Introduction to Orchids...101 (Part 3)

 

The three pages were designed to provide an "orchid pre-primer" to those who have limited knowledge of orchids and want introductory information.  Perhaps, more experienced orchid enthusiasts might find interesting facts, as well.  

 

The source for this information was Wikipedia (Wiki Website) which is a collaboratively edited, multilingual, free-access, free content Internet encyclopedia that is supported and hosted by the non-profit Wikimedia Foundation and owned by Wikimedia Foundation.  Please note that each section is notated by the use of a linking button to each specific Wikipedia webpage as a means of referencing the source.

 

The EALOC publisher/editor extracted basic information and photographs from Wikipedia about each of nine orchid groups for this EALOC website.  Next to each title is a button where the reader may want to go to the Wikipedia website for indepth reading regarding each specific orchid group.    

Phalaenopsis
Phalaenopsis

 

·         Generic name probably a reference to the genus Phalaena, the name given

               by Carl Linnaeus to a group of large moths.

·         Known as the Moth Orchid and is one of the most popular orchids in the trade,

               through the development of many artificial hybrids.

·         Native to southern China, the Indian Subcontinent, Southeast Asia (Thailand,

               Philippines, Malaysia, Indonesia, et. al.), New Guinea, the Bismark Archipelago

               and Queensland.

·         Most are epiphytic (grows in trees) shade plants; a few are lithophytes (grows in or

               on rocks).  In the wild, some species grow below the canopies of moist and                          humid lowland forests, protected against direct sunlight; others grow in                              seasonally dry or cool environments.  They have adapted individually to these

               three habitats.

·         Has neither pseudobulbs nor rhizome,   Has a monopodial (single trunk or stem)

               growth habit.  Blooms appear from the stem between the leaves. and last for

               several weeks.  At home, the flowers may last two to three months.

·         Often produce numerous aerial roots that often hang down in long drapes and

                have green chlorophyll underneath the grey root coverings.

Phragmipedium
Phragmipedium

 

·         Phragmipedium besseae was first found in Peru by Elizabeth Locke Besse in 1981.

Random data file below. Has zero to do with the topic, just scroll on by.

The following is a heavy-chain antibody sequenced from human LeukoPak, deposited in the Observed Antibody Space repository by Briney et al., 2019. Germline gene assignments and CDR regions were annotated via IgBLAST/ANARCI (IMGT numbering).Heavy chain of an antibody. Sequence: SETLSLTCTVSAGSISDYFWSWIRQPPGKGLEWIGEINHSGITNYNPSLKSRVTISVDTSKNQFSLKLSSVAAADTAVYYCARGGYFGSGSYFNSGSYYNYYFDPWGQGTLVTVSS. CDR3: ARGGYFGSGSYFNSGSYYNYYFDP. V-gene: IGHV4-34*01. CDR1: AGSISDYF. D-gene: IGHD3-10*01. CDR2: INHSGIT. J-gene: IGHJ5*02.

·         Derived from the Greek phragma, which means "division", and pedium, which

               means "slipper" (referring to the pouch).

·          Lady's slipper orchids are found from SW Mexico, Central and tropical South

               America.

·         Most are either terrestrial, epiphytic (grows in trees) or lithophytic (grows in or on

               rocks).

·         Shows a unique shieldlike staminode (rudimentary, sterile or abortive stamen,

               which means that it does not produce pollen), long, moustache-like petals and

               a 3-locular ovary. The large pouch-like lip is curved inwards at the margins.

·         Short stemmed and is semi-terrestrial, semi-lithophytic (on rocks) to epiphytic (in

               trees).

Vanilla
Vanilla
 

·         Vanilla is a flavor derived from orchids of the genus Vanilla, primarily from the

               Mexican species, flat-leaved vanilla.

·         Word derived from the the Spanish word vaina (vaina itself meaning sheath or

               pod), translated as “little pod”.

·         Pollination is required to set the fruit from which the flavoring is derived.  In 1837,

               Belgian botanist Charles François Antoine Morren  pioneered a method of

               artificially pollinating the plant.

·         The various subspecies are grown on Madagascar, Réunion, and other tropical

               areas along the Indian Ocean, South Pacific; and the West Indies, and Central

               and South America.

·         Three major species of vanilla currently are grown globally, all of which derive

               from a species originally found in Mesoamerica, including parts of modern-

               day Mexico. 

·         Second most expensive spice after saffron.

·         Grows as a vine, climbing up an existing tree (also called a tutor), pole, or other

               support.

·          A simple and efficient artificial hand-pollination method was developed by a 12-

               year-old slave named Edmond Albius on Réunion, a method still used today.

·         Flower lasts about one day.

·         Reproduced the plant by cutting and removing sections of the vine with six or

               more leaf nodes, a root opposite each leaf. Two lower leaves are removed, and

               buried in loose soil.  Growth is rapid under good conditions.

Introduction, Part 1